Often times when representing the employer in employment discrimination cases, we find ourselves encouraging employers to settle claims even though the employer has solid legal defenses. It is frustrating for employers to retreat from a legal position when they know that they did everything right. It’s also frustrating for the lawyers of those employers who really want to prove that the employer did everything right. The problem is often that the employee/plaintiff has a fact or two that seems to support their claim and the other problem is that JURIES ARE UNPREDICTABLE.
Case in point: St. Louis County just agreed to settle a discrimination case of a police officer claiming that he was denied promotions based on his sexual orientation for $10 million. That is a lot of money, but not so much when you know that the settlement came after a jury awarded the officer almost $20 million. While the officer claimed loss of promotional opportunities, he remains employed as a police officer throughout the time in question (although I’m sure he is preparing his retirement papers now).
Of course, there was some testimony in support of the officer’s claim. As a 15 year employee, he was denied promotion several times although he also seemed qualified for the advancement. More compelling was the trial testimony that he was told that the Police Commission (who made the promotional decisions) said that he should “tone down his gayness” if he wanted to be promoted. Whether that statement was accurate or whether it reflected the reason for the denial of promotions is unknown to us bystanders.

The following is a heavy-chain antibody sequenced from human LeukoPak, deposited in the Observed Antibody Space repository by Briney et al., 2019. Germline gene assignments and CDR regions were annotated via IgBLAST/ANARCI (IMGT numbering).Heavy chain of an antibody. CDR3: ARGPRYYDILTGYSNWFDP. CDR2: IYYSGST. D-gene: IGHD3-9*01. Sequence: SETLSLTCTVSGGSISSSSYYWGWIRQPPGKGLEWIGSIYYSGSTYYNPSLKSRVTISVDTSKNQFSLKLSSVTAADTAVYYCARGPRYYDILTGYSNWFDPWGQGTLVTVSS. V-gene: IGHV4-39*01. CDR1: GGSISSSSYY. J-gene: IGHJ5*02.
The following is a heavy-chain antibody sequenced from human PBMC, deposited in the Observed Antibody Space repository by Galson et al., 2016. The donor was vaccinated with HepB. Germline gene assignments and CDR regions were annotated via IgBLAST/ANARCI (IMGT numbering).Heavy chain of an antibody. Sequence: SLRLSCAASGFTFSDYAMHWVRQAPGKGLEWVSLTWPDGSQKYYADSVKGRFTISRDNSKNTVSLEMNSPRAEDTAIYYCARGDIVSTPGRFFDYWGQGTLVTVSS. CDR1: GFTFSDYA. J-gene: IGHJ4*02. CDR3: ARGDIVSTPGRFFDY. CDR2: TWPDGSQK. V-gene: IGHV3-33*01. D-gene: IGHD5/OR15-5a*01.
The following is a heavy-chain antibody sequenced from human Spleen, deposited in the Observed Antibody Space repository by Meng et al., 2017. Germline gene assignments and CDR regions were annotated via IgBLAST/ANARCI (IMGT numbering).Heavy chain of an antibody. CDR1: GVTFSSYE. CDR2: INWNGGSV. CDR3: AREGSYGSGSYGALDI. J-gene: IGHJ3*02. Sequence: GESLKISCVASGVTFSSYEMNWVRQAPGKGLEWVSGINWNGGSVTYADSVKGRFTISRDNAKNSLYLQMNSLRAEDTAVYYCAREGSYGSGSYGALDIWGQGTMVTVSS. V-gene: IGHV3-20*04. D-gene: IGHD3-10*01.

There are two sides to every story, though, and not only did the employer deny that the statement was made, but also offered evidence of conduct and performance deficiencies that quashed the officer’s promotional hopes. But, in the end, the jury believed the officer’s evidence of discrimination and sent a message of dissatisfaction with the employer to the tune of almost $20 million.
Employers should note that juries are unpredictable. As much as they are instructed on the law, they often cannot keep out their emotions, especially in employment cases since many jurors have also been employees. And, when a jury feels that an employer is wrong, they can be pretty generous in compensating the plaintiff. Meanwhile, St. Louis County is likely somewhat relieved that the case is only costing it $10 million.